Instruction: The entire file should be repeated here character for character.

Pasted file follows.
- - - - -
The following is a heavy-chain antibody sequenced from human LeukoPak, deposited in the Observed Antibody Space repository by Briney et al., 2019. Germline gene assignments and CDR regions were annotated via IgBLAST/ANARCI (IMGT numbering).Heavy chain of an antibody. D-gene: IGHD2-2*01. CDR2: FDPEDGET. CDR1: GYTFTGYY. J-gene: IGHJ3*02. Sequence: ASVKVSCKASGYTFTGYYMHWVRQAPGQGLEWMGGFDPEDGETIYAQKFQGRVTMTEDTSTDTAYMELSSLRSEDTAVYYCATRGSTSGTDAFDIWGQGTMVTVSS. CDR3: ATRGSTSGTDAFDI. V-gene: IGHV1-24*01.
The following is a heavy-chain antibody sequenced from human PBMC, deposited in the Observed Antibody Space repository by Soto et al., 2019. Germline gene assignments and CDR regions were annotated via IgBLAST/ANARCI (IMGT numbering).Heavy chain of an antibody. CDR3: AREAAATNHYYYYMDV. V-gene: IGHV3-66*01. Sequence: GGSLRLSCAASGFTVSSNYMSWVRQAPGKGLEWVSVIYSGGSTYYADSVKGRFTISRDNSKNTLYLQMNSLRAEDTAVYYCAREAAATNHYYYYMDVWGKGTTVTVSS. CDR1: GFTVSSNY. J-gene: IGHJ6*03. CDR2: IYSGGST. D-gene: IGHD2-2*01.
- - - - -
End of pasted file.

The following is a heavy-chain antibody sequenced from human LeukoPak, deposited in the Observed Antibody Space repository by Briney et al., 2019. Germline gene assignments and CDR regions were annotated via IgBLAST/ANARCI (IMGT numbering).Heavy chain of an antibody. D-gene: IGHD2-2*01. CDR2: FDPEDGET. CDR1: GYTFTGYY. J-gene: IGHJ3*02. Sequence: ASVKVSCKASGYTFTGYYMHWVRQAPGQGLEWMGGFDPEDGETIYAQKFQGRVTMTEDTSTDTAYMELSSLRSEDTAVYYCATRGSTSGTDAFDIWGQGTMVTVSS. CDR3: ATRGSTSGTDAFDI. V-gene: IGHV1-24*01.
The following is a heavy-chain antibody sequenced from human PBMC, deposited in the Observed Antibody Space repository by Soto et al., 2019. Germline gene assignments and CDR regions were annotated via IgBLAST/ANARCI (IMGT numbering).Heavy chain of an antibody. CDR3: AREAAATNHYYYYMDV. V-gene: IGHV3-66*01. Sequence: GGSLRLSCAASGFTVSSNYMSWVRQAPGKGLEWVSVIYSGGSTYYADSVKGRFTISRDNSKNTLYLQMNSLRAEDTAVYYCAREAAATNHYYYYMDVWGKGTTVTVSS. CDR1: GFTVSSNY. J-gene: IGHJ6*03. CDR2: IYSGGST. D-gene: IGHD2-2*01.